Speaking from the the "storyteller's" perspective was Karen Romano, a former production executive at Simon & Schuster, who discussed print's resilience and its future in the industry. "Ninety-seven percent of people who read e-books are still wedded to the printed book," said Romano.
For print to continue to thrive, she emphasized that publishers and book manufacturers need to work together. "The relationships between printers and publishers are crucial. Both need to understand the complete supply chain."
Later in the day, executives representing digital printing equipment manufacturers, including Francis McMahon of Canon Solutions America, Marc Johnson of HP, George Promis of Ricoh and Andy Fetherman of Muller Martini, shared their thoughts on the adoption of digital—including high-speed inkjet—printing technology by book manufacturers. These suppliers are all helping printers scale up their digital printing and finishing offerings as technology evolves.
Connecting all the individual sessions was an undercurrent of excitement about digital printing's potential and the great lengths it has come these past two decades. Bruce Watermann, senior vice president of operations at Blurb, observed during the publisher panel, "It's just a matter of time for [digital printing's] quality to match that of offset. It's getting consistently better."
Manroland Sheetfed Unveils Printing Evolution
OFFENBACH AM MAIN, GERMANY—It's not often that a popping-style street dancer and a billionaire are the opening acts for a printing press, but that only goes to show that Manroland Sheetfed knows how to put on a show.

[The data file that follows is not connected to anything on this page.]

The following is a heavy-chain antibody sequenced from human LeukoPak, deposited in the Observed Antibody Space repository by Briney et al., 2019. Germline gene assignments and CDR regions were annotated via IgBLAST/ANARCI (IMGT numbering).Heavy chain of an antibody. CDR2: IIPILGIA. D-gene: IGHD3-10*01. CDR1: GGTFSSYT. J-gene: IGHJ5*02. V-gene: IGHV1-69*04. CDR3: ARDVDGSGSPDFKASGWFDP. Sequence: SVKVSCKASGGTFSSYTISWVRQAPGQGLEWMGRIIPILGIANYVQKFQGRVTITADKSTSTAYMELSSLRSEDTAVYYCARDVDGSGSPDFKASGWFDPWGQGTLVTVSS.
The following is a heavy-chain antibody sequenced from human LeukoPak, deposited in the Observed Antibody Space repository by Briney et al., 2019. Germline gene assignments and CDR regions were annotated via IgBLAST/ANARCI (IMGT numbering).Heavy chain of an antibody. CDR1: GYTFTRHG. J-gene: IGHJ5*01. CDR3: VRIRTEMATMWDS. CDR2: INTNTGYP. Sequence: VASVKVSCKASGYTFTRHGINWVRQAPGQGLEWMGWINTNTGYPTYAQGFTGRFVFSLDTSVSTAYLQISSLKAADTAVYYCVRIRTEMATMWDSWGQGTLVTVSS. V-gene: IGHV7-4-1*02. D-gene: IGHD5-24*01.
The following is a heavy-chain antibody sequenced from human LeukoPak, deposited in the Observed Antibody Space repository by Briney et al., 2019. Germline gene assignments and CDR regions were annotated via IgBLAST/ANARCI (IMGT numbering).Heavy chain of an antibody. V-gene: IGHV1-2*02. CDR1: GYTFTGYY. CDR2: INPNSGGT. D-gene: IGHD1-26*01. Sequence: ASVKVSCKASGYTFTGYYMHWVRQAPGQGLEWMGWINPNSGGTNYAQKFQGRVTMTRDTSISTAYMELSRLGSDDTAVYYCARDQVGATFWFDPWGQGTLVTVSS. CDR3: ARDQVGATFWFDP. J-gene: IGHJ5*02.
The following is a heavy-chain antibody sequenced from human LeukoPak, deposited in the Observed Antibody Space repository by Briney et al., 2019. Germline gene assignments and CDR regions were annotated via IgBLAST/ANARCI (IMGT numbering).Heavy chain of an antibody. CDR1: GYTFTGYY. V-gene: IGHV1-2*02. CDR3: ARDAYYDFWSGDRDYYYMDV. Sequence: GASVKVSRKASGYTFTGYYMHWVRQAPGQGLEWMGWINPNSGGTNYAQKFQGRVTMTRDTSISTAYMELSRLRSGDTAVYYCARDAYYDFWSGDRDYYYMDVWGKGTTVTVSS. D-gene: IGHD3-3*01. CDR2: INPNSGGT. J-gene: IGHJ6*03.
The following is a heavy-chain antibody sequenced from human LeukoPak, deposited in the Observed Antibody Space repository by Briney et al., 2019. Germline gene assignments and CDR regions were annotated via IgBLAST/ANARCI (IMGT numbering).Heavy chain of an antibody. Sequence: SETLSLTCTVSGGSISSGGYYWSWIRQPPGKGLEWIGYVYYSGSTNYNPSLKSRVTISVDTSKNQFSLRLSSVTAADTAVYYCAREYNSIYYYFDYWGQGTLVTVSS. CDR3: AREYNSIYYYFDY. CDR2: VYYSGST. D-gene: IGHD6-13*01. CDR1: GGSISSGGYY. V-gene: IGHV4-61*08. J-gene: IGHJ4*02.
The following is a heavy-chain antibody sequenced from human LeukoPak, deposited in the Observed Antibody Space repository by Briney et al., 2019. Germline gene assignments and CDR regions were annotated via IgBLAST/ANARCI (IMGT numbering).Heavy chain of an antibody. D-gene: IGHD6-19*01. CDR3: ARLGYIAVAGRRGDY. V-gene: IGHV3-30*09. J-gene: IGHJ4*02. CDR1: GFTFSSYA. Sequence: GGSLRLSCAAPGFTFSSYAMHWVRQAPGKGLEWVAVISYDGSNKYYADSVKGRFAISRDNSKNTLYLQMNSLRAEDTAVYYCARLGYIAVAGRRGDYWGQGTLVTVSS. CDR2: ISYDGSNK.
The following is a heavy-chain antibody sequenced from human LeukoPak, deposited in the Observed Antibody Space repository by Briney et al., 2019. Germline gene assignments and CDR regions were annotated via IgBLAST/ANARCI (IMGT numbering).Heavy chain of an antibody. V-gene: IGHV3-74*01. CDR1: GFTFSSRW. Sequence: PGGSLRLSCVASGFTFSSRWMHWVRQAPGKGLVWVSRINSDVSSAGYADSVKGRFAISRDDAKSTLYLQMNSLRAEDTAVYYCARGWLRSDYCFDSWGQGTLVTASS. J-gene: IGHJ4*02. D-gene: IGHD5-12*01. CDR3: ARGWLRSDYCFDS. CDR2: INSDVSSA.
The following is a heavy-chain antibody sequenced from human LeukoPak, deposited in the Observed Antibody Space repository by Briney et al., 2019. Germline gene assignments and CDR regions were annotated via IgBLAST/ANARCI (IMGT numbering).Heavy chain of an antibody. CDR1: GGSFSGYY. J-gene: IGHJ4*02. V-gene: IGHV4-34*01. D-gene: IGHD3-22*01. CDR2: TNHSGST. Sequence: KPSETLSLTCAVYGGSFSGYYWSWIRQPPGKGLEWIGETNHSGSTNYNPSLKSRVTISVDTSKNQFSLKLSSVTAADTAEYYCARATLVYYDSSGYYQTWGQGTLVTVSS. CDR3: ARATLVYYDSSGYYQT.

There's no doubt that the 750 customers and prospects from roughly 40 countries (mostly European) were floored by the ROLAND 700 Evolution event that took place at Manroland Sheetfed's headquarters here Nov. 5 and 6. The Evolution was spawned from the same platform as the 700 Direct Drive and 700 HS—which were also on display—boasting nine technological advancements in the process.
While the dancing exploits of Mr. Poppin' Boots, resplendent with red bowler hat and white mask, offered a little flash to the introduction of the ROLAND 700 Evolution, it was the appearance of Tony Langley that drew more oohs and aahs. Langley, the chairman and CEO of Langley Holdings—of which Manroland Sheetfed is a wholly-owned subsidiary—ambled to the stage and delivered a brief, but powerful, message to the European gathering.
"Three years ago, some said Manroland is finished. They were wrong," Langley said. "Three years ago, some said Manroland is not investing in R&D. They were wrong. And three years ago, someone said that Langley was only going to be here for a short time. (But) I can tell you I am here for the long-term."
Visitors were given tours of the manufacturing and assembly shops at Manroland Sheetfed, as well as the foundry. Attendees were clearly fascinated by seeing each phase of a press' development. Sean Springett, the company's marketing manager in the United States and Canada, noted that 130 presses had been manufactured here in 2013.
The highlight of the visit was undoubtedly the unveiling of the ROLAND 700 Evolution, which builds upon the ROLAND 700 HS and ROLAND 700 Direct Drive, while adding a smart, sleek look. But a lion's share of the excitement can be found inside the machine.
Among the enhancements: a newly designed central console with touchscreen control; a new feeder pile transport that cuts down on waste; and new suction belt sheet handling technology for a more even pile contour. The press, which has new dampening units, boasts bearings that reduce vibration and—when used with sophisticated software for practice-oriented roller washing cycles—reduces downtime.
TripleFlow inking unit, intelligent speed compensation for inking and dampening units, and effective anti-ghosting solutions are among the other new features offered in the 18,000 sheets/hr. Evolution. PI